This emphasis on the centrality of local taxes and the value of local effort in school finance allowed Cubberley to theorize a public education system that was a “public” and “state system,” but financed in ways that ensured drastic resource disparities between communities. For critics, the growing use of local property taxes compromised the status of education in California as a public, state system. For Cubberley, public state systems could be truly public and statewide even when they were unequal between districts. This view led Cubberley to dismiss equity as an impossible goal in school finance and education more broadly. “Theoretically all the children of the state are equally important and entitled to have the same advantages,” Cubberley wrote. “Practically this can never be quite true,” he continued (1905, p. 16). In case there was any confusion, Cubberley insisted that a system redistributing wealth across the entire state to support schooling was totally undesirable:


If all the cost of education in California were borne by the state as a whole, and paid from the permanent funds, from federal grants, and from a state tax laid on the entire wealth of the state, inequality of maintenance burden could be removed. With such a provision, however, would almost surely go complete control of the schools by the state and so the disappearance of all local responsibility. This has not been accepted as sound social and educational theory in the democratic form of political organization. (Sears & Cubberley, 1924, p. 265)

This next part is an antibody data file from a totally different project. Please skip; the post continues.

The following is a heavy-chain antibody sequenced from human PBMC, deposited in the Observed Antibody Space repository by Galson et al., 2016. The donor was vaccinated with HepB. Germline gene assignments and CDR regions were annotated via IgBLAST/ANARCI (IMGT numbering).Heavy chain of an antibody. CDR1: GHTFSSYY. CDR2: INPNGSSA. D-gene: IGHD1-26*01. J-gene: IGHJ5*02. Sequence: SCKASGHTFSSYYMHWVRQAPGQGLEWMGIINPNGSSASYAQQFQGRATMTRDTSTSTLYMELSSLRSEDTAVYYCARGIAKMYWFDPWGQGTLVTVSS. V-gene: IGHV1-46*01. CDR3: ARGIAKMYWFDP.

Downplaying the concern of critics, Cubberley developed an argument about the use of local property taxes as a necessary form of democratic, local control.


As state policy created new and unprecedented forms of inequality between school districts in California, the emerging science of school finance normalized this development. The amount of money spent on schools has never wholly determined the quality of education offered to students. Nonetheless, ideas about who should pay and how much money should be redistributed to fund schools reflected unspoken assumptions about the precise meaning of the “public” served by public schools. As educational experts like Cubberley played an increasingly important role in spreading and shaping school reform nationally, they helped justify the inequities of the district property tax in California and its persistence in other states.